Theatre Review: The Prisoner Of Second Avenue

The Prisoner of Second Avenue concerns a middle-aged couple who have an apartment in New York in the seventies when New York had the highest crime rate in the world, rising unemployment in addition to common city problems of noise and smells assaulting the senses.

By

Presented by Galleon Theatre Group

Reviewed 24 Oct 2019

The Prisoner of Second Avenue concerns a middle-aged couple who have an apartment in New York in the seventies when New York had the highest crime rate in the world, rising unemployment in addition to common city problems of noise and smells assaulting the senses. Mel (Andrew Clark), suffers the hardship of losing his job and is unable to find other work, complaining that no one wants to employ a fifty-two-year-old man. His wife, Edna (Sharon Malujlo), returns to work as a secretary to help pay the bills. In the meantime, Mel’s mental health is steadily deteriorating and everything in life is becoming too much for him, including the neighbours!

This depressing backdrop provides Neil Simon with many opportunities to uncover the hidden humour through his superior powers of observation.

Director Kym Clayton keeps the pace up, on the whole, and ensures the actors use their physicality to underline the emotional rollercoaster of their changing situation.    Clark delivers a fine performance; his frustration and bewilderment are palpable and supported by great facial expressions.  Malujlo is simply excellent and compliments Clark perfectly, producing a brilliant double act. Their accents are on point and consistent in quality.

Set in Edna and Mel Edison’s living room, act one sees a plethora of gags delivered with wonderful comic timing.  The second act loses this comic focus as it concentrates on Mel’s’ breakdown and the arrival of Mel’s siblings Harry, Pearl, Pauline and Jesse. These characters are well portrayed respectively by Harry Dewar, Ashleigh Merriel, Anita Canala and Leanne Robinson but this is nevertheless the weakest scene due to the material being stale and predictable, and the pace losing the snappiness of the action to this point.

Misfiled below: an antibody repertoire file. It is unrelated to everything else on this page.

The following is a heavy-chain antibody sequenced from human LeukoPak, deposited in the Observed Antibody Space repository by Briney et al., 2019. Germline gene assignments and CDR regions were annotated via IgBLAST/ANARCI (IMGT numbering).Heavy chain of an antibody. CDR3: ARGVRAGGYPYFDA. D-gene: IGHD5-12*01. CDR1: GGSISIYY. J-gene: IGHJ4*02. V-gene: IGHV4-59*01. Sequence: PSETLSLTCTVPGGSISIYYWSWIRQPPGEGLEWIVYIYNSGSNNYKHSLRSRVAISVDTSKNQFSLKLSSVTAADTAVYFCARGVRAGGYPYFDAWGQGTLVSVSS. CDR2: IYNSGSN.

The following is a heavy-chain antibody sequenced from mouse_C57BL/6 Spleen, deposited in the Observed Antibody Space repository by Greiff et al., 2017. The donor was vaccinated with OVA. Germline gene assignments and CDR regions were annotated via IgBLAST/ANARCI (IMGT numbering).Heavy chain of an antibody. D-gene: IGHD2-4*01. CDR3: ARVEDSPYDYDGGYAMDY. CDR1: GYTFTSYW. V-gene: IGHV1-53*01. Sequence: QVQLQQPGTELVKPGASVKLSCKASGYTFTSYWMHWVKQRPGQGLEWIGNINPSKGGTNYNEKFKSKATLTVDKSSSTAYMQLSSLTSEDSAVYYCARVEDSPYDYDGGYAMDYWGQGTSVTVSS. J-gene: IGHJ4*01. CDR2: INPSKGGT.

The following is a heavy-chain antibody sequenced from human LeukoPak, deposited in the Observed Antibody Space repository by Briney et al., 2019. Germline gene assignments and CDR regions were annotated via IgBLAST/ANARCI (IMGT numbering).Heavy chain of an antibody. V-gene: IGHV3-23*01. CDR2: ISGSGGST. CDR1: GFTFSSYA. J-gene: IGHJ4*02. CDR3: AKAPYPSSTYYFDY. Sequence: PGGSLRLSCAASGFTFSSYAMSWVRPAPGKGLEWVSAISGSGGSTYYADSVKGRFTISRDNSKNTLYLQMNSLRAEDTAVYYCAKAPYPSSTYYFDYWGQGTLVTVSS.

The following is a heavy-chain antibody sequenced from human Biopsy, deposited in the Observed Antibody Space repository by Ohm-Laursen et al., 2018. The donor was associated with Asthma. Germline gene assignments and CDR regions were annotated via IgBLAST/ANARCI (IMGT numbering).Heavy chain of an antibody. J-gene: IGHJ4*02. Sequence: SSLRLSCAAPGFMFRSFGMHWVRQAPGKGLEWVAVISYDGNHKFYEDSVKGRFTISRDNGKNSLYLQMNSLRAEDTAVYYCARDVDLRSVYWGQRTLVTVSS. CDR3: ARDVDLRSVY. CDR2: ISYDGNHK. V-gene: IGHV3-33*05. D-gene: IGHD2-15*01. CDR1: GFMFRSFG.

The set is static but the attention to detail a credit to designer Trisha Graham and her talented team. Lighting by Luke Budgen is also notably effective.

The audience were clearly entertained throughout and babbled excitedly as the curtain came down. This reviewer usually anticipates a good night out at Galleon and once again they have delivered.

Reviewed by Trish Francis

Venue: Domain Theatre, Marion Cultural Centre

Season: Thurs 24, Fri 25, Sat 26 Oct 2019 @ 8pm
Thurs 31 Oct, Fri 1, Sat 2 Nov 2019 @ 8pm
Matinee: Sat 2 Nov 2019 @ 2pm

Duration: 2.25 hours with a 20 min interval

Tickets: $23/$27

Bookings: Through the Domain theatre on 83756855 Mon thru Friday 9.30am till 5pm or thru www.galleon.org.au

Hot News